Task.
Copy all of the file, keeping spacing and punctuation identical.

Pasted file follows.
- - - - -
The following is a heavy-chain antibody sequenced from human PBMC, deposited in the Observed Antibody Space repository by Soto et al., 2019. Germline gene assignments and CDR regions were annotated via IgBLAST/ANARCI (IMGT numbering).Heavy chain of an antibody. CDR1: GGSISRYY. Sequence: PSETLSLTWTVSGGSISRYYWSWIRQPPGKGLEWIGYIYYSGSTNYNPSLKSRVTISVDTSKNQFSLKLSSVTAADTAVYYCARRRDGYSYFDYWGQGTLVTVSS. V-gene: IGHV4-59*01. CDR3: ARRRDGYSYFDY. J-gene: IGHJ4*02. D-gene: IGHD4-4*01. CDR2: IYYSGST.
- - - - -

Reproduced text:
The following is a heavy-chain antibody sequenced from human PBMC, deposited in the Observed Antibody Space repository by Soto et al., 2019. Germline gene assignments and CDR regions were annotated via IgBLAST/ANARCI (IMGT numbering).Heavy chain of an antibody. CDR1: GGSISRYY. Sequence: PSETLSLTWTVSGGSISRYYWSWIRQPPGKGLEWIGYIYYSGSTNYNPSLKSRVTISVDTSKNQFSLKLSSVTAADTAVYYCARRRDGYSYFDYWGQGTLVTVSS. V-gene: IGHV4-59*01. CDR3: ARRRDGYSYFDY. J-gene: IGHJ4*02. D-gene: IGHD4-4*01. CDR2: IYYSGST.